A review of the new season of "True Detective," starring Vince Vaughn, Colin Farrell, Rachel McAdams and Taylor Kitsch.
Marie writes: Holy crap! THE KRAKEN IS REAL!" Humankind has been looking for the giant squid (Architeuthis) since we first started taking pictures underwater. But the elusive deep-sea predator could never be caught on film. Oceanographer and inventor Edith Widder shares the key insight - and the teamwork - that helped to capture the squid on camera for the first time, in the following clip taken from her recent TED talk." And to read more about the story, visit Researchers have captured the first-ever video footage of a live giant squid at i09.com
Marie writes: As TIFF 2012 enters its last week and the Grand Poobah nurses his shoulder in Chicago (having returned home early for that reason) the Newsletter presents the final installment of Festival trailers. There was a lot to chose from, so many in fact there was no room for theatrical releases; they'll return next week. Meanwhile, enjoy!
Marie writes: It was my birthday June 25th. Unlike Roger however, I'm a Crab not a Gemini. So to celebrate and with my brother's help (he has a car), I took my inner sea crustacean to Barnet Marine Park on the other side of Burnaby Mountain... and where our adventure begins....
I watched Robert Zemeckis's "Contact" again a couple of weeks ago, so I could add it to the Great Movies Collection. In 1997 I had some questions, but this time it was even more clear that the movie ends in enigma and paradox. Like many movies, that has little bearing on its effect.
Questions introduced from near the beginning seem to find answers at the end, and most viewers are satisfied--even exhilarated. For me, too, there was uplift. No matter that the scientific establishment scoffs; Dr. Ellie Arroway (Jodie Foster) knows what she saw, and we saw the same things.
Absolute silence while the Warner logo, the name of the production company and the title of the movie are displayed on the screen. Suddenly, we see ourselves orbiting the Earth while a cacophony of radio and television transmissions confuses us by their sheer volume and sound pollution they cause. Then, slowly, we begin a journey throughout the universe that will last for the next few minutes, taking us far from our old and familiar planet while we experience a kind of time traveling as sounds of our atmosphere become older and older - until, eventually, we are involved by an oppressive silence and we realize that we traveled further than our oldest sound emission. And when we begin to realize the dimension of our surroundings - that goes much beyond our capacity for abstraction -, we are back to the starting point, returning to Earth through the portal represented by the blue and young eyes of Ellie Arroway, our leading character.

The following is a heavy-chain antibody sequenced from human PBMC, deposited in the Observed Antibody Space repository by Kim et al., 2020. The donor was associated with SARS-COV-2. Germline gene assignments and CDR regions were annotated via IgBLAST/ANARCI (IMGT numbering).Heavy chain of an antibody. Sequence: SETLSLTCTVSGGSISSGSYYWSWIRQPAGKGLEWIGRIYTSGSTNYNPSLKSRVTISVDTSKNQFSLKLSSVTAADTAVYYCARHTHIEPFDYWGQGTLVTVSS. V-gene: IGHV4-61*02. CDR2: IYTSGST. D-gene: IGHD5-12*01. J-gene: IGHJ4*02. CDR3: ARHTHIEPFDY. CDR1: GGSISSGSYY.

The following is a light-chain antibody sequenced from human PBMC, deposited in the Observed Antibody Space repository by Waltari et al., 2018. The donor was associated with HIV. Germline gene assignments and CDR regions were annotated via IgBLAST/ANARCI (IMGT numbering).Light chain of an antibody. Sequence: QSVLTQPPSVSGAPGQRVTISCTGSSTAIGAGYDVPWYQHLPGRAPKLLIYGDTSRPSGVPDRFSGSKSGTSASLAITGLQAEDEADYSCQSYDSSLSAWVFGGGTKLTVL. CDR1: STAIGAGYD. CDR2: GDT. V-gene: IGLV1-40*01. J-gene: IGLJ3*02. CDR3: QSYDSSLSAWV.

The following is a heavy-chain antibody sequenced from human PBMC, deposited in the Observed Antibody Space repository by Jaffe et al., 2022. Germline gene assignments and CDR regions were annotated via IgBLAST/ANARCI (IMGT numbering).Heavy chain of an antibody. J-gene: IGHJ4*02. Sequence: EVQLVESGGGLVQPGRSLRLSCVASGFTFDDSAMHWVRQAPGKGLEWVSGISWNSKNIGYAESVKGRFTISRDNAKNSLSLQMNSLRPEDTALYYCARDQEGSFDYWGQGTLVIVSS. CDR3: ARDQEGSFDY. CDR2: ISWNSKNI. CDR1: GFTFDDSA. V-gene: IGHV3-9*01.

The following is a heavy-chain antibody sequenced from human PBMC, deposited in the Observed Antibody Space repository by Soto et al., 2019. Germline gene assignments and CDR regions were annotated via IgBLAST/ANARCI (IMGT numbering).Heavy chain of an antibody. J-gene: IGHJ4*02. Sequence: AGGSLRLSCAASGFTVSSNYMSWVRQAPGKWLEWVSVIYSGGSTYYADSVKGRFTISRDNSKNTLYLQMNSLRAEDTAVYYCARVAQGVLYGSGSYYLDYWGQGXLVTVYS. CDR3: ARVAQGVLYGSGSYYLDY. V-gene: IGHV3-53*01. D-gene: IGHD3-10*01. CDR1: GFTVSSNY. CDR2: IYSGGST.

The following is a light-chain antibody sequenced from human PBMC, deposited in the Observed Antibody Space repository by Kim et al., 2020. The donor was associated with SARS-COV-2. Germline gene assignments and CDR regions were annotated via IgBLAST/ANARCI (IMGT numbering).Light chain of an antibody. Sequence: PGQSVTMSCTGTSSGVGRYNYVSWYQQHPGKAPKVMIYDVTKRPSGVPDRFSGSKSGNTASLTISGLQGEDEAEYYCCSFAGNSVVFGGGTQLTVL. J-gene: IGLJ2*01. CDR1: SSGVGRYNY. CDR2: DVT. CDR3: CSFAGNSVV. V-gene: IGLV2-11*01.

I am a dreamer, a traveler, a student, a teacher, a friend, a stranger, an Asian, a Canadian, a daughter, a woman, a photographer, a model, an immigrant, a citizen, a writer...but these are all just labels, and they wouldn't begin to tell you why I have an infinite love for hole-in-the-wall bars and coffee shops and black & white everything, or why live music of any kind just captivates me, or how Chinese novels move me in a way so deep that I wish every person in the world could understand the language, or why I can never ever hold back a smile watching the sun rise on a different continent.
Traveling is a huge part of my life, as is writing. With a pen and a backpack, I've had some of the most memorable moments of my life at some of the most random corners around the world.
If traveling is how one experiences reality, then writing is how I weave my dreams. It has always been the most natural, intimate, and truest expression of myself. And we all just want to tell our own stories in this lifetime, don't we?
It's like breathing, and as clichéd as that sounds, how can you explain why you need to breathe?
I'm analyzing Jack Nicholson's career for him. He's frowning behind a cloud of cigarette smoke and trying to look interested. We're sitting in a room at the Excelsior Hotel at the Venice Film Festival, the day after the premiere of "The Crossing Guard," his new movie which was directed by his pal Sean Penn. Nicholson plays a man who wants to kill the drunk driver who ran over his little girl. The irony is, he's a drunk, too. It's a very serious picture.
Here is perhaps the finest young actor in American movies, and he says he's decided to say the hell with it, and walk away from acting, and direct films for a living. Did the gossip machine destroy Sean Penn, or is this just a phase he's going through?